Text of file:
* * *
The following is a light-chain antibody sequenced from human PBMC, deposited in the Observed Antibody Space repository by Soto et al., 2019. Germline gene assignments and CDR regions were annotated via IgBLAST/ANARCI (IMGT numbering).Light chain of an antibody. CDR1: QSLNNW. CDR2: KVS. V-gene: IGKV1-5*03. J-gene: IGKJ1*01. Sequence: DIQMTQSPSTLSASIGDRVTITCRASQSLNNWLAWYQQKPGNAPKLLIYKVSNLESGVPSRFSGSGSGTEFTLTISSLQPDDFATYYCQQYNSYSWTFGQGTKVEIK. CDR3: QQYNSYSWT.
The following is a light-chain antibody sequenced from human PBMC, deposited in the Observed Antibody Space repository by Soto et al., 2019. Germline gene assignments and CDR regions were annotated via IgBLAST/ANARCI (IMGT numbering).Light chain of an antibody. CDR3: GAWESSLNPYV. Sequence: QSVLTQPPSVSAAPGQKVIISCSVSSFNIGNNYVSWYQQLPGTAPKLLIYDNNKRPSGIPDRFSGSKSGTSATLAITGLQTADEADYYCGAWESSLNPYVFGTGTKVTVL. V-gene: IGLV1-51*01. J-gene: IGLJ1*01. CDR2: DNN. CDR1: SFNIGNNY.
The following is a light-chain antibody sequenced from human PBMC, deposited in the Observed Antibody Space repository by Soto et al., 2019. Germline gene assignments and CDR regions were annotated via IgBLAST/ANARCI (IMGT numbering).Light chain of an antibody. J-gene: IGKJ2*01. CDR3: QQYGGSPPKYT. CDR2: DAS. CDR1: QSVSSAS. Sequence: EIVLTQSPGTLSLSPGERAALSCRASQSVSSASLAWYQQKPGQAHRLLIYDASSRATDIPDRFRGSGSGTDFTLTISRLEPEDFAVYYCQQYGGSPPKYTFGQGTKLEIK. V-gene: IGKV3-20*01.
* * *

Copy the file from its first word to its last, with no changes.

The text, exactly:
The following is a light-chain antibody sequenced from human PBMC, deposited in the Observed Antibody Space repository by Soto et al., 2019. Germline gene assignments and CDR regions were annotated via IgBLAST/ANARCI (IMGT numbering).Light chain of an antibody. CDR1: QSLNNW. CDR2: KVS. V-gene: IGKV1-5*03. J-gene: IGKJ1*01. Sequence: DIQMTQSPSTLSASIGDRVTITCRASQSLNNWLAWYQQKPGNAPKLLIYKVSNLESGVPSRFSGSGSGTEFTLTISSLQPDDFATYYCQQYNSYSWTFGQGTKVEIK. CDR3: QQYNSYSWT.
The following is a light-chain antibody sequenced from human PBMC, deposited in the Observed Antibody Space repository by Soto et al., 2019. Germline gene assignments and CDR regions were annotated via IgBLAST/ANARCI (IMGT numbering).Light chain of an antibody. CDR3: GAWESSLNPYV. Sequence: QSVLTQPPSVSAAPGQKVIISCSVSSFNIGNNYVSWYQQLPGTAPKLLIYDNNKRPSGIPDRFSGSKSGTSATLAITGLQTADEADYYCGAWESSLNPYVFGTGTKVTVL. V-gene: IGLV1-51*01. J-gene: IGLJ1*01. CDR2: DNN. CDR1: SFNIGNNY.
The following is a light-chain antibody sequenced from human PBMC, deposited in the Observed Antibody Space repository by Soto et al., 2019. Germline gene assignments and CDR regions were annotated via IgBLAST/ANARCI (IMGT numbering).Light chain of an antibody. J-gene: IGKJ2*01. CDR3: QQYGGSPPKYT. CDR2: DAS. CDR1: QSVSSAS. Sequence: EIVLTQSPGTLSLSPGERAALSCRASQSVSSASLAWYQQKPGQAHRLLIYDASSRATDIPDRFRGSGSGTDFTLTISRLEPEDFAVYYCQQYGGSPPKYTFGQGTKLEIK. V-gene: IGKV3-20*01.